Each year, we make special pendants (on necklaces) for all our camp members. After 35 hours of work, this year’s design is finally done. These are going to be polished nickel with red enamel inlay on both sides. Now we’re negotiating with tool and die manufacturers on the the pendant production. While camp dues cover the manufacturing cost enough to provide each camp member with one of these, we can’t afford to produce extras. If anyone would like to order additional camp necklaces for gifting, let us know by June 27 so we can add it to the bulk order. The cost is $5 per extra necklace.
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In the process of acquiring this water trailer to support the camp shower and kitchen. These things cost thousands of dollars. This one is discounted, but has no title or registration, so in addition to finding time to make a five-hour round trip to get this in the opposite direction from anything we really need to do, we’ll then face a daunting process of getting this thing titled, which is really difficult in California and Nevada. It has been a nightmare to coordinate schedules with the seller. There are several inspections and ton of red tape. In all, someone must sacrifice the equivalent of five full days for all the appointments necessary to make it legal, get it ready to go, then haul it to the desert. This is an essential camp item that we’ll fill on the way in, then pay to refill several times during the event, then we must pay to store it the rest of the year. No, dues don’t cover this expense, only the water that goes into it. (This is not for drinking! Everyone still needs to bring their own drinking water).
This project recycles and repurposes a substance that would normally be thrown away. Burners love bacon, strangely comforting it is for the meat-eaters wandering the desert. Camps cook a lot of it to give away. They are left with bacon grease that is a very tricky substance that must be hauled out, but is notoriously difficult to store and transport without spilling. We have a solution: the baconator. We have been experimenting with “choofers,” named for the sound they make as they burn oil to keep fruit crops from frost damage. We’ve discovered a way to tune these to burn bacon grease with minimal smoke. We have two of them we’ll be setting up in back of camp with the required secondary fuel containment and safety setbacks. They will be lit for a few hours nightly, depending on the volume of bacon grease other camps leave with us. They will be placed near the evapotron along the back street for pedestrian warming.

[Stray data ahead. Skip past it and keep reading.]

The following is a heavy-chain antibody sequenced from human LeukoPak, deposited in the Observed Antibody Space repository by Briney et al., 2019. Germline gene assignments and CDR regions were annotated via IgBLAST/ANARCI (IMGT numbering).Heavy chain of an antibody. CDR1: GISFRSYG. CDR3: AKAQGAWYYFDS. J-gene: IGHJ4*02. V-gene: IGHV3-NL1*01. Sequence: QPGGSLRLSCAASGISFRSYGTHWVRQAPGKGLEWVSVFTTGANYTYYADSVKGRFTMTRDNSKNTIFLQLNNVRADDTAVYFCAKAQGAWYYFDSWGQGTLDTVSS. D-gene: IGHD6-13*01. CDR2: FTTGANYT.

Saysha and Trixie are building and bringing two of the most dazzling interactive art displays for the front of camp. Cosmic Passage is the largest, with a 30′ diameter base and chill area in the center. Strings of programmable LEDs are stretched from a center pole and attached to the ground to make a large cone shape. In the center of the pavilion is a seating area with many pillows to chillax on and gaze up at the beautiful patterns issued by a computer.
We’ve invested $5k in a large enclosed cargo trailer. This is used as a backdrop to hold one of our major art projects and anchors a shade structure for our camp member hangout area near the kitchen. It is used for storing the bulk of our gear the rest of the year. During the event it hides from view a lot of the tools and boxes a camp typically has in abundance and keeps it all from blowing around during dust storms. This is one of our most essential pieces of equipment.
Over the past decade, our clan has never lost a tent at Burning Man, but hasn’t been so lucky with tents used for long-term storage. This last winter, a storm wiped out all three of our tents that have stood for several years without any problems. There was 20 x 60 ft. of space dedicated to camp infrastructure thrown about and rain damaged as a result of this. All three tents were mangled into uselessness.
Storing gear is a challenge for all camps. They either must pay someone else a lot of money for rent throughout the year, or find land that can host other options. Why not build a building to house the stuff? We’d love to, but building codes either make it impossible or prohibitively expensive to do so. One person had to clean all of this up, get more tents and reorganize everything.